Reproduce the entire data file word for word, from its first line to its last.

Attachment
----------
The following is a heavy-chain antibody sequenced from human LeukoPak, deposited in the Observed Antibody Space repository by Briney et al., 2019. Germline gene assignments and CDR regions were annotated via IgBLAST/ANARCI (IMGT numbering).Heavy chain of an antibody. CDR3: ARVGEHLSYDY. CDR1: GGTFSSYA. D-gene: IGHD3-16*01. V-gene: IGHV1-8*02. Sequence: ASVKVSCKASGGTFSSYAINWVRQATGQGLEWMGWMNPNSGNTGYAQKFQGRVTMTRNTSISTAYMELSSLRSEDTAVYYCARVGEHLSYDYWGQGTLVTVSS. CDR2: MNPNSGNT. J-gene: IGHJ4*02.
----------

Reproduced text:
The following is a heavy-chain antibody sequenced from human LeukoPak, deposited in the Observed Antibody Space repository by Briney et al., 2019. Germline gene assignments and CDR regions were annotated via IgBLAST/ANARCI (IMGT numbering).Heavy chain of an antibody. CDR3: ARVGEHLSYDY. CDR1: GGTFSSYA. D-gene: IGHD3-16*01. V-gene: IGHV1-8*02. Sequence: ASVKVSCKASGGTFSSYAINWVRQATGQGLEWMGWMNPNSGNTGYAQKFQGRVTMTRNTSISTAYMELSSLRSEDTAVYYCARVGEHLSYDYWGQGTLVTVSS. CDR2: MNPNSGNT. J-gene: IGHJ4*02.